When the slipknot advances, continue weaving until the slipknot has moved forward to the back of the shafts. See Figure E. Then, stop and undo the slipknot as shown in Figure L in box below. By then, the original thread will be long enough to be pulled through the heddle and reed, and pinned like a cleat into the cloth Figure F. Resume weaving and never think of that warp thread again.
Instead of knotting the threads together behind the heddles, the splice thread could simply be clamped to the warps on either side of it as far back from the heddles as possible. A good clamp is a hemostat, a clamp-like instrument that surgeons use. See Figure J. When the hemostat advances to just behind the heddles, you can unclamp the warp and draw the original thread through the heddles just as though you had done the slip-knot procedure. Use small hemostats that are about 6″ long or so.
Tie a slip knot to take up the slack in a spliced thread
Pinch the splice thread and the broken thread to form a loop of the excess thread. Use the two threads in the loop together as one thread (the tail) to tie the slipknot. See Figure K. Make a loop in the excess thread by crossing the tail on top of the pinched threads. Reach through the loop and grasp the tail pulling it to form a second loop. Tighten the knot by pulling the second loop away from the pinch. To loosen the slipknot, pull the two threads in the tail in opposite directions. See Figure L. In order for the slipknot to hold, it is important to tie the slipknot using only the excess thread you’ve pinched off.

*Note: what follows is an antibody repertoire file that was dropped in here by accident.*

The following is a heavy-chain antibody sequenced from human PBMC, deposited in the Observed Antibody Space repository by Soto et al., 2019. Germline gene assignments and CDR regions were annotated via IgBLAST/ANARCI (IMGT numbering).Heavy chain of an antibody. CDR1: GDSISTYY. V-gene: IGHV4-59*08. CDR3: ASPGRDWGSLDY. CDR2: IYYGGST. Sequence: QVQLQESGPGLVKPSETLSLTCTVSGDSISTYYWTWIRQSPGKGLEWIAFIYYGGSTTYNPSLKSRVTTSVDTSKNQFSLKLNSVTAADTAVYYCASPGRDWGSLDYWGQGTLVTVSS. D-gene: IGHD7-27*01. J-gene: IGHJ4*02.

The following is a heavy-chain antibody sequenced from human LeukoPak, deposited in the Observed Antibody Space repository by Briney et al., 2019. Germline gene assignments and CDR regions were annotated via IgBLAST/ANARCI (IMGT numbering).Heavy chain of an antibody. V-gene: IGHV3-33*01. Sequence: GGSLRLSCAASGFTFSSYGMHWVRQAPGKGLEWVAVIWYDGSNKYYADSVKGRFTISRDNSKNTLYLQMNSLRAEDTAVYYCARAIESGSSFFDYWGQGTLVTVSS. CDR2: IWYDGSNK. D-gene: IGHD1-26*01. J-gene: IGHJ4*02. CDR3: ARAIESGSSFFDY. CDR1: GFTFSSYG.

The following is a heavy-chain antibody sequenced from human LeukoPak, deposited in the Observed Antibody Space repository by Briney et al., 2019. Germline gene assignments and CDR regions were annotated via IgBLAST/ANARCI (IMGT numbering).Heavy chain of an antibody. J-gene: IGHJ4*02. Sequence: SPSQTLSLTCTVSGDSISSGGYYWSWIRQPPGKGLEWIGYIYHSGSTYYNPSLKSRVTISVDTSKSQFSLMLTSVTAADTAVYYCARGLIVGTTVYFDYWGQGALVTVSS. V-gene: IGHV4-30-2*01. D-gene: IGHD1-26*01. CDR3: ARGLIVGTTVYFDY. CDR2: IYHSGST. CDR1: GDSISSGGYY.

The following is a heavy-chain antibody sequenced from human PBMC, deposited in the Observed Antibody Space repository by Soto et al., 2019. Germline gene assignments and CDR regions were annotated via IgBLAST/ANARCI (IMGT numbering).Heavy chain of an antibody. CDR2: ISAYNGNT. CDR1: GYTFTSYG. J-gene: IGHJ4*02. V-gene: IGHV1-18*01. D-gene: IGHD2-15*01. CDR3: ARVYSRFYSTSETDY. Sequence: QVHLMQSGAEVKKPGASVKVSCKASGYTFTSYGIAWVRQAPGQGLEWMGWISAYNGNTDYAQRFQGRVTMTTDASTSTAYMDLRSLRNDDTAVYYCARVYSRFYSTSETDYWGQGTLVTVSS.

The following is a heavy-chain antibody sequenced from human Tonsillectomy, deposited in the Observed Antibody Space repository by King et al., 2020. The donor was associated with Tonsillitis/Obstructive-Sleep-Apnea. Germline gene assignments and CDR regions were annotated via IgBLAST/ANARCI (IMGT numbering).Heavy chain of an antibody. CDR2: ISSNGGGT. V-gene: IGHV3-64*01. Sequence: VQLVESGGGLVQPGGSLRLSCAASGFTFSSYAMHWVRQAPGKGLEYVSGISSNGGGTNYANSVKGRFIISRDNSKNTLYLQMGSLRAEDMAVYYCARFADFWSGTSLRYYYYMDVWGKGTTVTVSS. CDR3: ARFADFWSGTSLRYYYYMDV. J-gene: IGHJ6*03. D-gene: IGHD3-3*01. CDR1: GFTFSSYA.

–Halsey, Mike and Youngmark, Lore, Foundations of Weaving. David & Charles Ltd. England, 1975.
This is a balance scale that is used to determine how many yards of a yarn are in one pound. It’s great for letting you know how much yarn you have on an unmarked cone or skein. Place a length of yarn in the “V” on the balance arm, and cut off pieces until the arm balances. Measure the length of yarn in inches. Multiply the number of inches (and fractions) by 100 for the approximate number of yards in a pound. Measure carefully because you multiply your measurement and your error by 100.
Long ago, before this new website began 5 years ago I published a tip a month on the old site. There are over 100 and they are on this website. I think many new weavers must see these tips because the numbers say that for all of my most popular Top Ten tips, there were at least 3,600 visitors!!
Yarn Count Explained:
Understanding the labels on yarn packages
There are official standards for measuring the number of yards in one pound of yarn. These standards were created by cloth manufacturers in the nineteenth century. The standards refer to the weight given to a given length of thread. For cotton, they used a reel with a circumference of 1 1/2 yards or 54″; for linen, one of 2 1/2 yards or 90″; for woolens, one of 2 yards or 72″. Silk uses the cotton reel.